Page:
Hartlepool United’s heavy defeat to Swindon Town has only enhanced the notion from supporters that their team have taken their foot off the pedal having secured their League Two status for another season with assistant manager Michael Nelson also declaring it is hard for him, and Graeme Lee, to defend the players after such a convincing defeat.
And with just two games of the season remaining, Pools are running out of time to prove things otherwise having taken just two points from the last 21 available to them.
But while Saturday’s defeat to Swindon was a seventh game at the Suit Direct Stadium without a win for Pools, it was perhaps the first where both Lee and Nelson will not be able to rely on the data to support their players and bat away such questions.
Standing in for Lee over the last week due to his COVID-19 diagnosis, assistant boss Nelson has suggested the players’ numerical data remains consistent with when Pools were the form team in the division back in February and early March.
But whether their running and intensity stats do mirror those from earlier in the campaign, the significant metric for supporters is the results column with Pools having won just one of their last 10 games and now facing the very realistic proposition of finishing what has, in the main, been a successful season in the lower reaches of the table.
But it is that numerical data which is worth analysing from Saturday’s lacklustre defeat which will cause further inquest.
Nelson oversaw his side have just 38.12 per cent of the possession as per data experts Wyscout - their lowest at the Suit Direct Stadium in the league under Lee.
Perhaps the reason behind Pools’ low possession stats is due to the decrease in the number of passes made throughout the game.
Pools completed 300 passes during the 96 minutes in total compared to Swindon’s 417 which resembles their fourth lowest tally under Lee; the others coming against league leaders Forest Green Rovers (292), League One’s Rotherham United in the semi-final of the EFL Trophy (240) and at Exeter City (286) where Pools contested a large part of the game with 10 men.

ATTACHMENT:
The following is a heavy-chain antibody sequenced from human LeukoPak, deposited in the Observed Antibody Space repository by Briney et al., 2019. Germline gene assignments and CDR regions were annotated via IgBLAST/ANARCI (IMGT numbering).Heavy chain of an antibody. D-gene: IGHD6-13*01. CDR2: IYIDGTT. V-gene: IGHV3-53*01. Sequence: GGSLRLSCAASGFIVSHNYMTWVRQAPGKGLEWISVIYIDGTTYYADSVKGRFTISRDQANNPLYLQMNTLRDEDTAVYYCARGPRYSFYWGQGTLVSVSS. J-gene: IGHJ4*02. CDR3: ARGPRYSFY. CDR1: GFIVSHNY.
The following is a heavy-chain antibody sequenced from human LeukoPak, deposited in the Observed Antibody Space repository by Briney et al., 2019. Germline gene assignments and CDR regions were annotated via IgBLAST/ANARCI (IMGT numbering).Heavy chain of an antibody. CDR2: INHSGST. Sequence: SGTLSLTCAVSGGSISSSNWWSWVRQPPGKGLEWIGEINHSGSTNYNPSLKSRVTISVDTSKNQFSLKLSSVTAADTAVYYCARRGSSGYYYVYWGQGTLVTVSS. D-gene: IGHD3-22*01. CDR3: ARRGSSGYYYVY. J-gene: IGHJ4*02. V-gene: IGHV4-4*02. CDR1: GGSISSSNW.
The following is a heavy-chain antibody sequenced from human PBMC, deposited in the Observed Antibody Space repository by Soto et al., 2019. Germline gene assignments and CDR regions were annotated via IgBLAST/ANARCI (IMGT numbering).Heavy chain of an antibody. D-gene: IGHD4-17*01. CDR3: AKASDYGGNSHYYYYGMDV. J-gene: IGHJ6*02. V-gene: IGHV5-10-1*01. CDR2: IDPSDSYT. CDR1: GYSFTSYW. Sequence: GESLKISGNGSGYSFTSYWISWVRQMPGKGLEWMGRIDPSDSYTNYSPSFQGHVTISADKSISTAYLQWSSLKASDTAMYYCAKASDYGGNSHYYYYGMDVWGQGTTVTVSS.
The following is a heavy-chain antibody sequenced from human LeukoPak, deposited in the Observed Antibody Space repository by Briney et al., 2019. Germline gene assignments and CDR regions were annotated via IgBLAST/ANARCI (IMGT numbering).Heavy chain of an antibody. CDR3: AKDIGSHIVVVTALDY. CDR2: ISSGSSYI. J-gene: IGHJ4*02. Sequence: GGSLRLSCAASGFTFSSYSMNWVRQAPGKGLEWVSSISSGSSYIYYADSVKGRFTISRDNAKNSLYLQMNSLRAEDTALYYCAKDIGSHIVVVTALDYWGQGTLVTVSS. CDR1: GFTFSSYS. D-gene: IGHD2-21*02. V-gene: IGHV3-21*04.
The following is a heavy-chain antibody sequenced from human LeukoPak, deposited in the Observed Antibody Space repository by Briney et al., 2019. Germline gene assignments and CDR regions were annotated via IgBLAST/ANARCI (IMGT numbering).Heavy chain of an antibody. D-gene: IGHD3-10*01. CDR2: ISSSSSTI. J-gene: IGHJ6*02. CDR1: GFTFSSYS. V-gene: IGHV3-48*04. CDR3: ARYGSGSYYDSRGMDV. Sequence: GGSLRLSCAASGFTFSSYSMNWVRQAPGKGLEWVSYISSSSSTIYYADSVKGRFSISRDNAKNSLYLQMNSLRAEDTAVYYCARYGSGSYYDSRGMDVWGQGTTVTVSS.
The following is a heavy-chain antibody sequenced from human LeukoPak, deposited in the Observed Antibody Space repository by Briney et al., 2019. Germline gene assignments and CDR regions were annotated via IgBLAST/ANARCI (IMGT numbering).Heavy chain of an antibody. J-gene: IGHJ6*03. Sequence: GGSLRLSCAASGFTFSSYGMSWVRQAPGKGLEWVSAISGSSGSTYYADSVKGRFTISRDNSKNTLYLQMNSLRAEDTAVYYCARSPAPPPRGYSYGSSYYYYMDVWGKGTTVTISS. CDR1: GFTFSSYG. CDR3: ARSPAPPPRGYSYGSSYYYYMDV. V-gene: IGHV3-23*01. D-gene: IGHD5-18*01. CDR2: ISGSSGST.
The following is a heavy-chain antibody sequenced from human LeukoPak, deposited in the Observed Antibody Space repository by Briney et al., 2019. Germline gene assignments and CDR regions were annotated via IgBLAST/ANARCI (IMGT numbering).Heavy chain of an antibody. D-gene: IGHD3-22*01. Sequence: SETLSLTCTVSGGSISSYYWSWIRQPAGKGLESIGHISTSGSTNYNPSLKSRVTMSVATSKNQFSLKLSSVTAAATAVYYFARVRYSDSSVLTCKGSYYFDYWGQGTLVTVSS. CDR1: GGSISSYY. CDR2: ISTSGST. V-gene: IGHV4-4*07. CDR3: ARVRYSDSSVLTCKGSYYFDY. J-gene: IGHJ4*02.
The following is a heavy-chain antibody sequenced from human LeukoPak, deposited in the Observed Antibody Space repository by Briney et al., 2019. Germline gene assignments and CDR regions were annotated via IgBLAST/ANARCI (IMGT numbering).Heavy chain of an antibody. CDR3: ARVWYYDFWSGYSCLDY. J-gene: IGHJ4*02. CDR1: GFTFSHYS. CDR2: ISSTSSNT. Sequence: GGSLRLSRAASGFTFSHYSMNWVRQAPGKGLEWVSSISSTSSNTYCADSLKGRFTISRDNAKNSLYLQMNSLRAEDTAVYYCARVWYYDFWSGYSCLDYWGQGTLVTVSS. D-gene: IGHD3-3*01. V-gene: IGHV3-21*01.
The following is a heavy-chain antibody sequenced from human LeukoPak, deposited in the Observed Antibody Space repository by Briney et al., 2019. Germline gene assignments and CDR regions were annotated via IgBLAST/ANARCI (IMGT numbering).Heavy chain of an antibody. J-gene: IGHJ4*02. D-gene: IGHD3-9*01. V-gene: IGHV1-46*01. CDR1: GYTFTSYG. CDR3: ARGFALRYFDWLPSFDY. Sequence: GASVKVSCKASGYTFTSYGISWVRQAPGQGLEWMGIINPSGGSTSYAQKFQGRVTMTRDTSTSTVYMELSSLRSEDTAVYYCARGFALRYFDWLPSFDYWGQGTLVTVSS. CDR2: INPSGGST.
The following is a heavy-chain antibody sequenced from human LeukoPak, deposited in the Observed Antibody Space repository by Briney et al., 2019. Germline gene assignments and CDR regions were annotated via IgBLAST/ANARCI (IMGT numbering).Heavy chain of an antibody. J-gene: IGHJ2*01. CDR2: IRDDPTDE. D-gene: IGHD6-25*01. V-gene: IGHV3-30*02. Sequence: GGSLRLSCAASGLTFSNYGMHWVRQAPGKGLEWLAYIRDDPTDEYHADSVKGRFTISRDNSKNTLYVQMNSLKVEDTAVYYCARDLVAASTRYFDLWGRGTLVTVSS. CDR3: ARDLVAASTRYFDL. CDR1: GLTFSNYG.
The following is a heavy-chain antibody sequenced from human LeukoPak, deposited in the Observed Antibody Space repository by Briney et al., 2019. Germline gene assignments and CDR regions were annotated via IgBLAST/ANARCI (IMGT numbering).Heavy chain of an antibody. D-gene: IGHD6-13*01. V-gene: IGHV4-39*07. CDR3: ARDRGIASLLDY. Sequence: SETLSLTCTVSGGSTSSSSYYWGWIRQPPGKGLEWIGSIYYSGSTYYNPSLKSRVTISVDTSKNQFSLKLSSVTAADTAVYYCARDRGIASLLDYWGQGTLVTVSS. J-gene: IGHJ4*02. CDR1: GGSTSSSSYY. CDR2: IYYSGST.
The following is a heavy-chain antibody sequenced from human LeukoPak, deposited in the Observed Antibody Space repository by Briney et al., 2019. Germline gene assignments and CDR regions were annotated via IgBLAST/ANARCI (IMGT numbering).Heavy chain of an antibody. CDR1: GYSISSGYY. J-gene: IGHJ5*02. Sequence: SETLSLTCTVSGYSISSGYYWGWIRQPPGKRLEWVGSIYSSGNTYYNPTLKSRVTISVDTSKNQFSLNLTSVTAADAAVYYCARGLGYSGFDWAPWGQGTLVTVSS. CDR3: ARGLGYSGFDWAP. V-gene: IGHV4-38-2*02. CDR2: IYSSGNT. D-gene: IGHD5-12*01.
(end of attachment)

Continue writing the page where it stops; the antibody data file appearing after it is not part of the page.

And of those passes, 51 were made to the final third which resulted in just 18 touches in the opposition box with Omar Bogle enjoying only five of those, as per Whoscored.
It’s something both Lee and Nelson have alluded to in recent weeks when asked how Pools can improve their fortunes but, clearly, it remains an issue yet to be resolved as goals continue to be hard to come by.
But the drop off in possession was not the only noticeable factor for Pools who had an expected goals (xG) of 0.86 to Swindon’s 2.83. It was the fifth game in a row Pools have failed to register an xG over 1.0 since the 2-2 draw with Mansfield Town having scored just two goals in that time, conceding nine.
And Pools were perhaps a little fortunate the Robins only scored three with Harry McKirdy going close to completing his hat-trick while Louie Barry also struck a post in the first half.
In total, Pools gave up 17 shots at Ben Killip’s goal with only Mansfield both home and away (19 and 18) and Crystal Palace in the FA Cup fourth round at Selhurst Park (20) enjoying more efforts at Pools’ goal since Lee’s appointment in December.
But to analyse why those efforts were allowed it is worth reviewing some of the defensive data from Saturday’s defeat.
Ben Garner’s side enjoyed 27 touches inside the Pools penalty area as part of their 61.18 per cent possession which, by and large, may have been attainable through Pools making just 32 interceptions throughout the game.
Lee has only seen his side make fewer interceptions on two occasions; against Colchester United (30) and during his first game in charge at the Suit Direct Stadium against Rochdale (29), each of which saw Pools come from behind to claim 2-1 wins.
Another metric worth considering, such is the nature of modern football and the much-emulated high pressing philosophy, is a team’s passing per defensive action (PPDA).
The PPDA measurement refers to how many passes a team allows their opponent to have before they commit to a defensive action such as closing down, tackling or intercepting the opposition.
This particular stat helps to establish how much a team presses higher up the field which in turn can help to force turnovers and transitions in play. The lower a team’s PPDA, the more pressing they are likely to have executed.
For Pools against Swindon, they registered a PPDA of 14.24 which means they allowed the Robins 14 passes on average before making a defensive movement to win back the ball. In contrast, Swindon had a PPDA of 5.21 which perhaps explains why they enjoyed such a significant amount of possession at the Suit Direct Stadium.
On average this season, Pools’ PPDA stands at 11.39 but in three of their last four fixtures they have surpassed that total quite considerably (14.24, 18.15 and 19.11).
Does that suggest a drop off in mentality from Pools? On its own, no. But combined with some of the other stats explained here, against Swindon at least, there is a cause for concern.
Of course, these are all stats in isolation of just one game.
But it will be interesting to see whether some of these stats improve over the final two games of the season as both Lee and Nelson seek a response from their players to regain some positivity heading into the close season.